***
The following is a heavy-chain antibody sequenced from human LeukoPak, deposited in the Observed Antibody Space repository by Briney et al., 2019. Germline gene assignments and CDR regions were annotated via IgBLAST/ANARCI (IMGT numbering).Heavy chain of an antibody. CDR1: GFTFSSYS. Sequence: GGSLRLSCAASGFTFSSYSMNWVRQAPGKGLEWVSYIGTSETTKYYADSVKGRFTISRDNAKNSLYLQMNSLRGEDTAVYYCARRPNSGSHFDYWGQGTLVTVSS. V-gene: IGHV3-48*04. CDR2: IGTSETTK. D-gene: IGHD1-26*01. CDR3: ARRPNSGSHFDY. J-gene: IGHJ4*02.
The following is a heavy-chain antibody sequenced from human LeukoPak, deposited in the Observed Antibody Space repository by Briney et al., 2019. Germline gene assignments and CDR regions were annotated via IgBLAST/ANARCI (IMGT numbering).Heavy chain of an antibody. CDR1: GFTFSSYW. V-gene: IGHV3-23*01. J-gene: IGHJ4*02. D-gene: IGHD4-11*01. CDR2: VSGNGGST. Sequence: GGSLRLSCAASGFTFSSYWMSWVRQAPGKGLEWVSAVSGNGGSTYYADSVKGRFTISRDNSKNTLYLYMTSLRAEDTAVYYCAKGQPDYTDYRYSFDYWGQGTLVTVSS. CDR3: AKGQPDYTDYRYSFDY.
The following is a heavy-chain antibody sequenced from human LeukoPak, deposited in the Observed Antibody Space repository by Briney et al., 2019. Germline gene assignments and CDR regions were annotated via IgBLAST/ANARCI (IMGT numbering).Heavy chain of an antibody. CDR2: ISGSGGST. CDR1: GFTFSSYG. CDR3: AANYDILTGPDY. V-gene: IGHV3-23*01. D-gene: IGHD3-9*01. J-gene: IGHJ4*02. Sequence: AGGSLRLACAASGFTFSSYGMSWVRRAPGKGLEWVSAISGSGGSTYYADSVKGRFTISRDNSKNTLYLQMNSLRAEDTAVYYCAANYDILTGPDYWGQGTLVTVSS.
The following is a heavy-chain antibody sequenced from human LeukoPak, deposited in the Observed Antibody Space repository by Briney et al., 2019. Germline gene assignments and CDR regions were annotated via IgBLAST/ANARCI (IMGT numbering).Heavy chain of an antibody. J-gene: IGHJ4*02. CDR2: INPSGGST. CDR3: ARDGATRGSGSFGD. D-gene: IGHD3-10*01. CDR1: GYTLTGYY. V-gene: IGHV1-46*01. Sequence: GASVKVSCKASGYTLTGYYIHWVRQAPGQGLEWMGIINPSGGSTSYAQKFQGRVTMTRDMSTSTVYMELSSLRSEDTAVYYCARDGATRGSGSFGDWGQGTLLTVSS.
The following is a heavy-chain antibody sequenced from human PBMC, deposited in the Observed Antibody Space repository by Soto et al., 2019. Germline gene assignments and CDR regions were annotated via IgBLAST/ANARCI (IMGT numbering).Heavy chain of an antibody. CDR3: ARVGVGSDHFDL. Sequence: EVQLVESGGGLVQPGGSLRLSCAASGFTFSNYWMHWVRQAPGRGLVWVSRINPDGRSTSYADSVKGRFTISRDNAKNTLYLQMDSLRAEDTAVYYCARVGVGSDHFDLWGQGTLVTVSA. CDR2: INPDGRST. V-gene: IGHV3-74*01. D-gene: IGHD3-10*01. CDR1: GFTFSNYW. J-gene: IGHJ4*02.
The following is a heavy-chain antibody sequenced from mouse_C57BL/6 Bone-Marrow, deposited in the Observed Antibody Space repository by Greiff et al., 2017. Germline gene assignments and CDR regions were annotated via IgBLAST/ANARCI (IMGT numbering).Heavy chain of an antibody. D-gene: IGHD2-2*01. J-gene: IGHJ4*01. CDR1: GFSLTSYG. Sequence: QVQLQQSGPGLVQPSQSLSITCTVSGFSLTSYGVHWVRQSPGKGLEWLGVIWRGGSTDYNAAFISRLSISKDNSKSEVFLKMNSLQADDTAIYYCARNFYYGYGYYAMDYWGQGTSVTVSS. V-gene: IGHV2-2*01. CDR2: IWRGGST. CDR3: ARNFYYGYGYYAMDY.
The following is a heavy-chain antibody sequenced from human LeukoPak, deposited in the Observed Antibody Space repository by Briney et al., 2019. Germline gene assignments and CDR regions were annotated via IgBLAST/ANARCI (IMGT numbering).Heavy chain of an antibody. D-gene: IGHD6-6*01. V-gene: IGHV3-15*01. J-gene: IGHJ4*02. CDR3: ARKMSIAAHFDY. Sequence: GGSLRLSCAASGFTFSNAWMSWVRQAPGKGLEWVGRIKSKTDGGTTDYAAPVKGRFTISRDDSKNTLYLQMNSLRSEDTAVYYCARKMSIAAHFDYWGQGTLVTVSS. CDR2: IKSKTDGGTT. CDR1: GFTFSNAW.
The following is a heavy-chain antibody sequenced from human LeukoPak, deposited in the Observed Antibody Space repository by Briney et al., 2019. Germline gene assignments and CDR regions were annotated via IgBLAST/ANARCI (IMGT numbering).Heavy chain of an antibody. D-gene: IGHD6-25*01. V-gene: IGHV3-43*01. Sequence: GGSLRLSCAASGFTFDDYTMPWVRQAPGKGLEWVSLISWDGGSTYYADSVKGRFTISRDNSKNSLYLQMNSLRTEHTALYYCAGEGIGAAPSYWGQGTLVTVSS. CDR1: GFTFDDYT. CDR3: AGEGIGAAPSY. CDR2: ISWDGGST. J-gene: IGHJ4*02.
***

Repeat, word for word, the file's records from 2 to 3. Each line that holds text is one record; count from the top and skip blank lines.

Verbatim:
The following is a heavy-chain antibody sequenced from human LeukoPak, deposited in the Observed Antibody Space repository by Briney et al., 2019. Germline gene assignments and CDR regions were annotated via IgBLAST/ANARCI (IMGT numbering).Heavy chain of an antibody. CDR1: GFTFSSYW. V-gene: IGHV3-23*01. J-gene: IGHJ4*02. D-gene: IGHD4-11*01. CDR2: VSGNGGST. Sequence: GGSLRLSCAASGFTFSSYWMSWVRQAPGKGLEWVSAVSGNGGSTYYADSVKGRFTISRDNSKNTLYLYMTSLRAEDTAVYYCAKGQPDYTDYRYSFDYWGQGTLVTVSS. CDR3: AKGQPDYTDYRYSFDY.
The following is a heavy-chain antibody sequenced from human LeukoPak, deposited in the Observed Antibody Space repository by Briney et al., 2019. Germline gene assignments and CDR regions were annotated via IgBLAST/ANARCI (IMGT numbering).Heavy chain of an antibody. CDR2: ISGSGGST. CDR1: GFTFSSYG. CDR3: AANYDILTGPDY. V-gene: IGHV3-23*01. D-gene: IGHD3-9*01. J-gene: IGHJ4*02. Sequence: AGGSLRLACAASGFTFSSYGMSWVRRAPGKGLEWVSAISGSGGSTYYADSVKGRFTISRDNSKNTLYLQMNSLRAEDTAVYYCAANYDILTGPDYWGQGTLVTVSS.